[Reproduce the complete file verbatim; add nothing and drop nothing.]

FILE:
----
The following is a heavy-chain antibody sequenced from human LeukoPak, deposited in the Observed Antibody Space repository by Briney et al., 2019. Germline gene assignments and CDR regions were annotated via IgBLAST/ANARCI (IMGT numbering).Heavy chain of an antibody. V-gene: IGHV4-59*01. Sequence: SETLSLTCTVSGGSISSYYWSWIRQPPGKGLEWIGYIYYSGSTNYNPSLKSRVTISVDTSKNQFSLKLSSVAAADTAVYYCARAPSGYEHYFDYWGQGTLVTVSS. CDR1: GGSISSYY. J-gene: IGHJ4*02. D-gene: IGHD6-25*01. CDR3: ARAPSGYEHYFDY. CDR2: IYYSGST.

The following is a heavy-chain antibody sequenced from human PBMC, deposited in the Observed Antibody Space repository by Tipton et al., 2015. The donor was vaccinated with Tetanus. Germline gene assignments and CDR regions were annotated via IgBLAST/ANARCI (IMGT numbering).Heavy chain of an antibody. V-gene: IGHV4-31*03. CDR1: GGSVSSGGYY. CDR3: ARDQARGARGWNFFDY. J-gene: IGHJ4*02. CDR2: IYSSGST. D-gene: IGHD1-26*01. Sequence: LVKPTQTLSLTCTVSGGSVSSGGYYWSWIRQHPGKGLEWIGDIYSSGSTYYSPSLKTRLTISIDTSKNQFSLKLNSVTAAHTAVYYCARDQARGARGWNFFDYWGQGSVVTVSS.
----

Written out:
The following is a heavy-chain antibody sequenced from human LeukoPak, deposited in the Observed Antibody Space repository by Briney et al., 2019. Germline gene assignments and CDR regions were annotated via IgBLAST/ANARCI (IMGT numbering).Heavy chain of an antibody. V-gene: IGHV4-59*01. Sequence: SETLSLTCTVSGGSISSYYWSWIRQPPGKGLEWIGYIYYSGSTNYNPSLKSRVTISVDTSKNQFSLKLSSVAAADTAVYYCARAPSGYEHYFDYWGQGTLVTVSS. CDR1: GGSISSYY. J-gene: IGHJ4*02. D-gene: IGHD6-25*01. CDR3: ARAPSGYEHYFDY. CDR2: IYYSGST.

The following is a heavy-chain antibody sequenced from human PBMC, deposited in the Observed Antibody Space repository by Tipton et al., 2015. The donor was vaccinated with Tetanus. Germline gene assignments and CDR regions were annotated via IgBLAST/ANARCI (IMGT numbering).Heavy chain of an antibody. V-gene: IGHV4-31*03. CDR1: GGSVSSGGYY. CDR3: ARDQARGARGWNFFDY. J-gene: IGHJ4*02. CDR2: IYSSGST. D-gene: IGHD1-26*01. Sequence: LVKPTQTLSLTCTVSGGSVSSGGYYWSWIRQHPGKGLEWIGDIYSSGSTYYSPSLKTRLTISIDTSKNQFSLKLNSVTAAHTAVYYCARDQARGARGWNFFDYWGQGSVVTVSS.